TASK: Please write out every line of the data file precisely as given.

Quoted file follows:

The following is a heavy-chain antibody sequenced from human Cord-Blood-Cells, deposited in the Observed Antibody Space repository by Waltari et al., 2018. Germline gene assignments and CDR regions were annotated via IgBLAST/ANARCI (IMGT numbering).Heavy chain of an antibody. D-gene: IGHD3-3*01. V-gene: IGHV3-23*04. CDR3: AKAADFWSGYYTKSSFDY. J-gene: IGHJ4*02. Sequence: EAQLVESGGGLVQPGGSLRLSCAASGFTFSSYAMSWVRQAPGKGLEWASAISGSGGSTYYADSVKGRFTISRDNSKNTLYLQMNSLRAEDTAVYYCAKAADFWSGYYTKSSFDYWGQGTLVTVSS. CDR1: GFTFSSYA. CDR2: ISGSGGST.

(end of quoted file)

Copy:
The following is a heavy-chain antibody sequenced from human Cord-Blood-Cells, deposited in the Observed Antibody Space repository by Waltari et al., 2018. Germline gene assignments and CDR regions were annotated via IgBLAST/ANARCI (IMGT numbering).Heavy chain of an antibody. D-gene: IGHD3-3*01. V-gene: IGHV3-23*04. CDR3: AKAADFWSGYYTKSSFDY. J-gene: IGHJ4*02. Sequence: EAQLVESGGGLVQPGGSLRLSCAASGFTFSSYAMSWVRQAPGKGLEWASAISGSGGSTYYADSVKGRFTISRDNSKNTLYLQMNSLRAEDTAVYYCAKAADFWSGYYTKSSFDYWGQGTLVTVSS. CDR1: GFTFSSYA. CDR2: ISGSGGST.